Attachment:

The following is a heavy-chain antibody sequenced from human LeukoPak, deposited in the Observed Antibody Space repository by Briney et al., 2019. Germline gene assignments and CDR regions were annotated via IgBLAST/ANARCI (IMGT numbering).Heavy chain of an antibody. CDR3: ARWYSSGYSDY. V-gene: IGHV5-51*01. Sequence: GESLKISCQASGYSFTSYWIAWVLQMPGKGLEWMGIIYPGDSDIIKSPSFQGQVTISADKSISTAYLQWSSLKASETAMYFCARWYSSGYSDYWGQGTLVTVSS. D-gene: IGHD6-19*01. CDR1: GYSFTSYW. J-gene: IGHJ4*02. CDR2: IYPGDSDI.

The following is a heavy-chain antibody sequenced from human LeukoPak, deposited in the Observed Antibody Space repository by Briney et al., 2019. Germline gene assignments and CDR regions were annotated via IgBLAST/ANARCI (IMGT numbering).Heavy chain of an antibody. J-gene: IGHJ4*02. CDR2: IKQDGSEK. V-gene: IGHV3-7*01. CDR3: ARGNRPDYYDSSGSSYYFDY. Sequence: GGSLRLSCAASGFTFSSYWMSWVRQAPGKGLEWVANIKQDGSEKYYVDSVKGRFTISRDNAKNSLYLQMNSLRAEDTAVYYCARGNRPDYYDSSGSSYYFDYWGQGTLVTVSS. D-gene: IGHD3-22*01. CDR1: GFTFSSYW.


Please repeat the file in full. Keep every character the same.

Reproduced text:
The following is a heavy-chain antibody sequenced from human LeukoPak, deposited in the Observed Antibody Space repository by Briney et al., 2019. Germline gene assignments and CDR regions were annotated via IgBLAST/ANARCI (IMGT numbering).Heavy chain of an antibody. CDR3: ARWYSSGYSDY. V-gene: IGHV5-51*01. Sequence: GESLKISCQASGYSFTSYWIAWVLQMPGKGLEWMGIIYPGDSDIIKSPSFQGQVTISADKSISTAYLQWSSLKASETAMYFCARWYSSGYSDYWGQGTLVTVSS. D-gene: IGHD6-19*01. CDR1: GYSFTSYW. J-gene: IGHJ4*02. CDR2: IYPGDSDI.

The following is a heavy-chain antibody sequenced from human LeukoPak, deposited in the Observed Antibody Space repository by Briney et al., 2019. Germline gene assignments and CDR regions were annotated via IgBLAST/ANARCI (IMGT numbering).Heavy chain of an antibody. J-gene: IGHJ4*02. CDR2: IKQDGSEK. V-gene: IGHV3-7*01. CDR3: ARGNRPDYYDSSGSSYYFDY. Sequence: GGSLRLSCAASGFTFSSYWMSWVRQAPGKGLEWVANIKQDGSEKYYVDSVKGRFTISRDNAKNSLYLQMNSLRAEDTAVYYCARGNRPDYYDSSGSSYYFDYWGQGTLVTVSS. D-gene: IGHD3-22*01. CDR1: GFTFSSYW.